On March 6, I reported in Digital News Daily about growing public awareness of the sustainability issues posed by the fossil fuels used by the data centers that power the huge amounts of data consumed by video streaming and other digital addictions.
Citing experts from a BBC Three documentary titled “Dirty Streaming,” the article noted that streaming accounts for three-quarters of the world’s internet use.
It added: “The boom in video watching that is being accelerated by the proliferation of new streaming services; widespread use of high-definition viewing that uses about four to five times as much energy as standard definition; the advent of 5G, and the growth of cryptocurrencies are all contributing to an acceleration of already-massive use of digital data, say the experts.”
At the time, while those in power in our government were aware that a pandemic was taking root in our country, the rest of us were largely still living in a bubble. So the implications of unrestrained data use for the media/entertainment, telecom and other industries involved seemed to be mainly the potential for a building backlash from consumers who care about our planet’s literal meltdown.
Two weeks later, with most businesses and nearly all live social interaction rapidly shutting down across our nation due to COVID-19, the implications of streaming’s unrestrained data consumption are exponentially more ominous — for our collective global welfare, as well as for the businesses counting on the continued growth of OTT and streaming for their success.
As if the looming threat of millions of deaths across the globe weren’t enough, governments (other than ours) are warning that internet infrastructures could be in danger of being overwhelmed by heightened consumption of OTT-delivered news and entertainment and social media interaction, combined with the sudden shift to conducting most business online, from home.
If internet infrastructures were to collapse or be seriously compromised, vital government health services functions, as well as commerce of all kinds, would be in even greater peril than they are right now.
When called upon to act by the European Union, Netflix agreed to cut its streaming bit rates by 25% in those countries — at least for 30 days — by defaulting to standard definition instead of high definition in most circumstances.
Google’s YouTube followed a day later — but again, only in the EU, for 30 days, for now. Also, YouTube will let users override the SD default if it doesn’t suit them, according to a SeekingAlpha report.
Meanwhile, what about the collective impacts on the internet of all the other video streaming services, including global top-10 brands like Amazon Prime Video and Hulu? And what about the outsized impacts of the U.S. market? What about other huge data-consuming markets, like India and China?
And what about the new and soon-to-launch streamers from huge corporate entities?
For instance, what about the four-month-old Disney+, which had amassed 28.6 million users as of Feb. 3, and has to date signed up 50% of all U.S. households with children under 10? As I noted in last week’s ATV Insider, Disney+ will now be among the biggest beneficiaries of the worldwide crisis, because of kids and working-at-home adults being forced to be shut in together 24/7.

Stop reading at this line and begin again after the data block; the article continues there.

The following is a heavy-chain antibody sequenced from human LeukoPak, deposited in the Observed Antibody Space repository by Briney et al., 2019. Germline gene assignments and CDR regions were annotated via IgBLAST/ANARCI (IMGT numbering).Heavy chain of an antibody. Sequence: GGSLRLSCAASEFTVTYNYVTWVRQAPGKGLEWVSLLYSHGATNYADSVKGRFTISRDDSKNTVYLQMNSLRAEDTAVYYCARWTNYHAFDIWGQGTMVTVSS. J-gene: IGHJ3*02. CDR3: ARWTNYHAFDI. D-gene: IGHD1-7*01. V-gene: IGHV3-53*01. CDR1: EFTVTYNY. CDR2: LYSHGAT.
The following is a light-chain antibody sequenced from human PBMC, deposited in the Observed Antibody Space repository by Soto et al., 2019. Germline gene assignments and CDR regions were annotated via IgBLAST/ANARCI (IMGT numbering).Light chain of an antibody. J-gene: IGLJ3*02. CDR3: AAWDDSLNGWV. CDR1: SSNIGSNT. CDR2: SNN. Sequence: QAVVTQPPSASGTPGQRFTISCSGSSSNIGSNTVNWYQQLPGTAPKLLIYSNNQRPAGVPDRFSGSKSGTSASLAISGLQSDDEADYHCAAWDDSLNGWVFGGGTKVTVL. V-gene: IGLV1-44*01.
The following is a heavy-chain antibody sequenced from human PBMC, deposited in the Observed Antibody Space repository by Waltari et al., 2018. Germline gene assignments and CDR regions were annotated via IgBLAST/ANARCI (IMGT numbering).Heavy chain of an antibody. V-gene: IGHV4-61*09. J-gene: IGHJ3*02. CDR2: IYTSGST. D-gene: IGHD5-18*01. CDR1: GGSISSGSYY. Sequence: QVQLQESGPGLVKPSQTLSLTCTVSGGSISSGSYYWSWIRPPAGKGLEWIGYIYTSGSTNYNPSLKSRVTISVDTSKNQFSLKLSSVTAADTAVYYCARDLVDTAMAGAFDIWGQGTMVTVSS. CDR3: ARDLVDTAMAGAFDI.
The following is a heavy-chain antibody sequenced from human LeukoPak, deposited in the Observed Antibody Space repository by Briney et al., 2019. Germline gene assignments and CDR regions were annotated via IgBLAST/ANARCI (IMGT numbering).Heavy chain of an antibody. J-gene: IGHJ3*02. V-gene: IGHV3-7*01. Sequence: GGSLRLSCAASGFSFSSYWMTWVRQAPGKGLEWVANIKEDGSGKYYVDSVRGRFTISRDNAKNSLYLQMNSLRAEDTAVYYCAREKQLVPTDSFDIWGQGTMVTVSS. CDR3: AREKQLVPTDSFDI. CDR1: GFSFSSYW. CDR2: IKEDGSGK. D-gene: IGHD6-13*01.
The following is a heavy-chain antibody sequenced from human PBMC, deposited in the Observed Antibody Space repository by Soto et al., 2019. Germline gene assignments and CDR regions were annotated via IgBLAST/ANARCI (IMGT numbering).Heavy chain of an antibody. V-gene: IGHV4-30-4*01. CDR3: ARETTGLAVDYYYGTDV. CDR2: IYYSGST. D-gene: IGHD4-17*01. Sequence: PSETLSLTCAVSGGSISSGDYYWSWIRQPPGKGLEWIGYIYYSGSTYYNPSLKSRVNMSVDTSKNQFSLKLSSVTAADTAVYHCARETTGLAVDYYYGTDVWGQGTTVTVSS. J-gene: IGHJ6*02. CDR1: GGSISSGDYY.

The Walt Disney Company is already taking massive hits on the rest of its businesses because of the pandemic’s effects, so it will no doubt be loath to threaten the ray of hope represented by Disney+ by decreasing the SVOD’s transmission quality.
Yet, shouldn’t it already be clear that the corporately responsible thing to do now — not weeks from now, under duress — would be for all of these largest streamers to actually throttle back to SD around the globe, voluntarily, for as long as this pandemic is out of control?
And for gaming services to do the same?
In the past week, Verizon’s data show, U.S. video game usage during peak hours shot up 75%, video streaming rose 12%, and overall web traffic jumped nearly 20%.
“Although video streaming represents the lion’s share of residential internet traffic in Europe, interactive online gaming is a substantially greater threat in network overload terms,” Emma Mohr-McClune, tech service director at GlobalData, stressed in a release. “Any mass-market spike in activity will have significant consequences for vital government and functions for markets in COVID-19 lock-down mode.”
In recent times, companies have talked ceaselessly about the critical importance of demonstrating social responsibility and building trust to compete and grow brands in today’s environment.
That was in the context of the world that existed a few months ago — a world that no longer exists, but is now in exponentially greater need of these companies’ willingness to actually walk the walk, and make short-term profits secondary to the dire needs of their consumers during this crisis.
The question now is: Will the major companies in media and other industries step up — with the future of our world, as well as their organizations, in mind — and use the profits and cash they’ve accumulated thanks to massive U.S. tax breaks and other business-friendly circumstances to now help safeguard the physical and financial survival of those who use their services and products?
And if they don’t, how many consumers will be in a position to continue to pay for those services and products?